Television presenter David Bass speaks to ADAM THOMPSON and opens up about his battle with OCD in a bid to quash the myths that surround the disorder.
When David Bass, from Ampthill, sat beside me he was preparing himself for arguably one of the most important interviews of his 25 years.
David, a host on ITV’s ‘At The Movies’ and part of the cult Channel 4 show ‘Rude Tube’ has a CV that includes interviews with Hollywood A-listers Bruce Willis, Julia Roberts and James Cameron - to name a few.
But our discussion was far from the glitz and glamour of the silver screen as he opened up for the first time about his battle with Obsessive Compulsive Disorder (OCD) something that led David to attempt to take his own life six months ago.
He tells me: “People think that OCD is simply about washing your hands a lot or turning a light switch on and off but I can assure you it’s much more than that.” The Ampthillian’s compulsion is a fear of going to prison.
And it has such a hold over him that he has confessed to the police about crimes he hasn’t committed and admits to repeatedly driving his route home through fear that he may have caused an accident.
He said: “I have played out in my mind what I’d say to the judge and even thought I haven’t done anything wrong at all.
“They call OCD ‘the doubting disease’ - people get a compulsion where they’re scared of harming their children.
“It’s not that they believe they’re going to do it, it is a fear that others may think they will.
“This has affected me. I have been out with friends at a pub and simply glanced at a girl. I have then thought ‘what if she thinks I may rape her?’ “Sometimes I have pulled up in the drive of my house and thought ‘did I hit someone with my car?’ then driven the same route three or four times to make sure I haven’t.” Next Wednesday is World Mental Health Day and it’s estimated that two per cent of the UK’s populations has OCD and can develop from early childhood to adulthood.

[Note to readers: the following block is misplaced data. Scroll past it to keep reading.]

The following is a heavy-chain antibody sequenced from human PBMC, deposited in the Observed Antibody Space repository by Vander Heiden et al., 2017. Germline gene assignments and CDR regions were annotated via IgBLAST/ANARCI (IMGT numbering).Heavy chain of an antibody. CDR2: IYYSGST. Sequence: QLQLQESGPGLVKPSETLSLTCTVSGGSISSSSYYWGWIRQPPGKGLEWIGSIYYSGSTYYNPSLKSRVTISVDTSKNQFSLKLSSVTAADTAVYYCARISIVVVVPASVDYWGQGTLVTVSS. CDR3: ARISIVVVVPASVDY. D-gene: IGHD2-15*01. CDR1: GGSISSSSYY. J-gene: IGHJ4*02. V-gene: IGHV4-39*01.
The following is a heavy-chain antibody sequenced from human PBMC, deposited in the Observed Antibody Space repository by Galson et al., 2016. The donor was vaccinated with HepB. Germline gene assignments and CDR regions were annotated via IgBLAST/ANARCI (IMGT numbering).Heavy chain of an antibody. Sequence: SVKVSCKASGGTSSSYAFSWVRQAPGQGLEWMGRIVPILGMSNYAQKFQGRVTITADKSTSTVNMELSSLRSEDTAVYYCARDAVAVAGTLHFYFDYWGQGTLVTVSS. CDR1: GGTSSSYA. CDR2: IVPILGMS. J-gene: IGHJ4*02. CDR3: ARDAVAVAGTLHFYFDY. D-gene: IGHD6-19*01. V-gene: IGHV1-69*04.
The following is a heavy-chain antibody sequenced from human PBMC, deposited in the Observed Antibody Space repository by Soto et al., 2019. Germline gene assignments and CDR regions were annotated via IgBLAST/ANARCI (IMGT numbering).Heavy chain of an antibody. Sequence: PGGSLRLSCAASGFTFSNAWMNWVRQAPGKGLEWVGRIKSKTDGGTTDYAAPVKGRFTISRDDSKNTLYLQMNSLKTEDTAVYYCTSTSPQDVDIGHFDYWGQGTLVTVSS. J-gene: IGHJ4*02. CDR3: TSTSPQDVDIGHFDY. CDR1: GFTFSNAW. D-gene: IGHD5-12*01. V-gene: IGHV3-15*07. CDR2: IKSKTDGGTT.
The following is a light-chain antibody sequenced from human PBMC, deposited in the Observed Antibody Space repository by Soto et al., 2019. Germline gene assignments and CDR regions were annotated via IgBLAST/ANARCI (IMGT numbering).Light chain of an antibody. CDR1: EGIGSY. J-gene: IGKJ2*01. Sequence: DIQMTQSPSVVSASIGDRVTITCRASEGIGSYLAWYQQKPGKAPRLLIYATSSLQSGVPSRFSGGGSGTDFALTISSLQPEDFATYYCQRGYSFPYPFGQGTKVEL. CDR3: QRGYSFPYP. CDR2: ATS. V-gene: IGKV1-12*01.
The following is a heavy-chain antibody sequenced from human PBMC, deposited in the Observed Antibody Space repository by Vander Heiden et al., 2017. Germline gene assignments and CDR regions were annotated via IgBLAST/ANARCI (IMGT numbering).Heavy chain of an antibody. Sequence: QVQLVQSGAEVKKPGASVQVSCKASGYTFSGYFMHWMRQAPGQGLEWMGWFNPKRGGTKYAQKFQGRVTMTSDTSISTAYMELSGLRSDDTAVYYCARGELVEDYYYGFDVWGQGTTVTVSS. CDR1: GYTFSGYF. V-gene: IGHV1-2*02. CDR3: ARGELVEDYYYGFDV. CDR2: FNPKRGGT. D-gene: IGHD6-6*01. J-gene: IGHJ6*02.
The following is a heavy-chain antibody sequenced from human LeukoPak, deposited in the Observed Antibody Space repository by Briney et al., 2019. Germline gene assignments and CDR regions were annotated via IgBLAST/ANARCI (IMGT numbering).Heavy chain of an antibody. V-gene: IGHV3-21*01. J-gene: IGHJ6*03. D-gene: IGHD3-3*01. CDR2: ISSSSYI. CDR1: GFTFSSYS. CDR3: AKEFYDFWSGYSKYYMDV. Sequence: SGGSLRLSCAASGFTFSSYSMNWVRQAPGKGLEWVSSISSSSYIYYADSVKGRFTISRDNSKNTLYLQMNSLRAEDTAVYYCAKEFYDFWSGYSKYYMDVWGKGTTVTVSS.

It was during his teens that David suffered dramatic weight loss after he saw a classmate vomit in his school’s corridor.
He said: “After that I became scared of being sick.
“To prevent this I just stopped eating because I felt every time I went to eat I was scared of throwing up.” Eventually David overcame this compulsion but his fear of going to prison remains. He says he is not aware where it stemmed from but admits that seeing his friend in a court room played its part in the compulsion.
“I’d see a crime on television or read it in the paper and think I had done it - that I had committed the crime.
“I would contact the police to admit to it even though I knew I hadn’t done anything wrong.
“They were fine when I calmed down and told them I hadn’t actually committed the crime but I wasn’t fine about it.” The turning point for David was when he drove to his parent’s house earlier this year, as he describes it, ‘in hysterics’ and was laying on their floor crying.
He said: “They admitted me to hospital and they knew I needed help.
“I was waking up 4-5am everyday for about two weeks and going to their house telling them I couldn’t go on anymore.
“I was spending hours on end in bed because it was my only safe place and I was constantly asking people for reassurance when it wasn’t needed.
David says he is feeling better and part of this journey is opening people’s eyes to the effect OCD has had on him.
He added: “I wanted to tell people of my ordeal and to crush the stereotype of OCD.
“It’s not a quirk that people have and I don’t think it’s taken seriously enough.”
FAMOUS PEOPLE BELIEVED TO HAVE OCD:
Leonardo Di Caprio